Sunday, 19 March 2017

Pasir Ris Park, Pulau Punggol 18Feb17

From KH
Danny and I started the day at Pasir Ris Park.

How many Black Bazas do you see?


This family of Red Junglefowl (or chicken?) was happily scratching the ground for food.


Female Brown-throated Sunbird busy nesting.


Guess love is in the season for this pair or Dollarbirds too.


Lastly, the Batik Golden Web Spiders were having a great time too - the female busy as bees and the male sneaking in on his distracted mate.


Next stop was Pulau Punggol.

This juvenile Black-winged Kite looked ready to fledge soon.


This Plaintive Cuckoo was very vocal.


Finally, a cricket to round up the day.

Singapore Botanic Gardens 16-17Feb17

From Con
Male Lady Amherst's Pheasant on 16 Feb.


The Dark-sided Flycatcher is singing! (17 Feb)

Dairy Farm, Hindhede 11Feb17

From KH
Following yesterday's report of a male Blue-and-white Flycatcher, Con, Danny and I went Wallace Education Centre this morning, and sure enough the bird was there.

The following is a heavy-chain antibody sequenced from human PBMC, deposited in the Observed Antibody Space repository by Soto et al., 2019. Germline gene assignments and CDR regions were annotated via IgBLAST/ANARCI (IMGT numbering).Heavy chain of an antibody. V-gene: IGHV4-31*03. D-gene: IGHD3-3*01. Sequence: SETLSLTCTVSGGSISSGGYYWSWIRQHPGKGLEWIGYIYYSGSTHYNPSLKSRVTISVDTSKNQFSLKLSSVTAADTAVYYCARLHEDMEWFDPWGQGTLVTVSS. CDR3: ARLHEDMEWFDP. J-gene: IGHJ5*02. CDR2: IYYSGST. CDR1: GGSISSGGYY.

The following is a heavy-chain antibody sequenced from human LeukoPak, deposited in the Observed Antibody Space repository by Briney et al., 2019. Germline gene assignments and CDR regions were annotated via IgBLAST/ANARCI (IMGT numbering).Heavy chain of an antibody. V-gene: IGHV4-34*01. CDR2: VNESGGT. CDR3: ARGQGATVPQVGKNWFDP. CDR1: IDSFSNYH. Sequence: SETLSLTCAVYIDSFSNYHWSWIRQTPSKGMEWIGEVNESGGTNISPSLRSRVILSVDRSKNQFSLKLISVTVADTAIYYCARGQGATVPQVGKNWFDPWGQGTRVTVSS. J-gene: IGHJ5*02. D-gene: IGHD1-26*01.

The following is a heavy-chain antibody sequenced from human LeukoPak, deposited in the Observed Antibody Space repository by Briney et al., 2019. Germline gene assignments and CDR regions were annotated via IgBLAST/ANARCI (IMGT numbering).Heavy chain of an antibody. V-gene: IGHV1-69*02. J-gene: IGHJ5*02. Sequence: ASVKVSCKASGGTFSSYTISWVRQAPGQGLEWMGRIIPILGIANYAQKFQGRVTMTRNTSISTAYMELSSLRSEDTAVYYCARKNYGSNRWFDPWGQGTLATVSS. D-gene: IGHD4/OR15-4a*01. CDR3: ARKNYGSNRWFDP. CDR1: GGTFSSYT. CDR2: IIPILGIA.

Before the star bird appeared, this distraction (Asian Brown Flycatcher) was keeping us occupied.


Other distractions include a pair of Chestnut-bellied Malkohas, a pair of Common Hill Mynas, and a slug.


On the way out, a confiding Emerald Dove was hanging out along the track. It has tags on its legs, which may explain its friendliness.


Then, a singing Eastern Crowned Warbler caught our attention. Key features: pale crown stripe, all-orangey lower mandible and yellowish vent.


Finally, a raptor flew overhead. It turned out to be a pale morph Changeable Hawk-eagle.


After lunch, Danny and I went to Hindhede Nature Park. Some of the common birds include a Greater Racket-tailed Drongo and a female Laced Woodpecker.


At one of the shelters, there were about 10 Spotted House Geckos of various sizes.


A Plantain Squirrel was busy collecting nesting material scrapped off tree bark.


Finally, a pair of Common Treeshrews were scurrying near the forest floor. Compared to the squirrel, the treeshrew has a longer snout, longer gape, and lower ears. The latter also often have more rufous back and less bushy tail.

Dairy Farm 10Feb17

From GC
Male Blue-and-white Flycatcher at DFNP, big fig tree on the right before Wallace Ctr.


(photo of LCD screen)

Oriental Scops-owl was still around.